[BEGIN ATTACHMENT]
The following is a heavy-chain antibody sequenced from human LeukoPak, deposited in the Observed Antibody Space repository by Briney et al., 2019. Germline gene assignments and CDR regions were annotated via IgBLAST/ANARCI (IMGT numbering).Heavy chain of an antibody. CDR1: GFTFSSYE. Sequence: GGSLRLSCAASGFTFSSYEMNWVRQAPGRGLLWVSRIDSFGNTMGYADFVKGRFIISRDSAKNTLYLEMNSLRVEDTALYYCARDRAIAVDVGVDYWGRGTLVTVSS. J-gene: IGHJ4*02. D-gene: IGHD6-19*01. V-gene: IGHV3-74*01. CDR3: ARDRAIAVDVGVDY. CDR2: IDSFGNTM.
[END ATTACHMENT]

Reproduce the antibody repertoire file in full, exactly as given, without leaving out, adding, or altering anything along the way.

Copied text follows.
The following is a heavy-chain antibody sequenced from human LeukoPak, deposited in the Observed Antibody Space repository by Briney et al., 2019. Germline gene assignments and CDR regions were annotated via IgBLAST/ANARCI (IMGT numbering).Heavy chain of an antibody. CDR1: GFTFSSYE. Sequence: GGSLRLSCAASGFTFSSYEMNWVRQAPGRGLLWVSRIDSFGNTMGYADFVKGRFIISRDSAKNTLYLEMNSLRVEDTALYYCARDRAIAVDVGVDYWGRGTLVTVSS. J-gene: IGHJ4*02. D-gene: IGHD6-19*01. V-gene: IGHV3-74*01. CDR3: ARDRAIAVDVGVDY. CDR2: IDSFGNTM.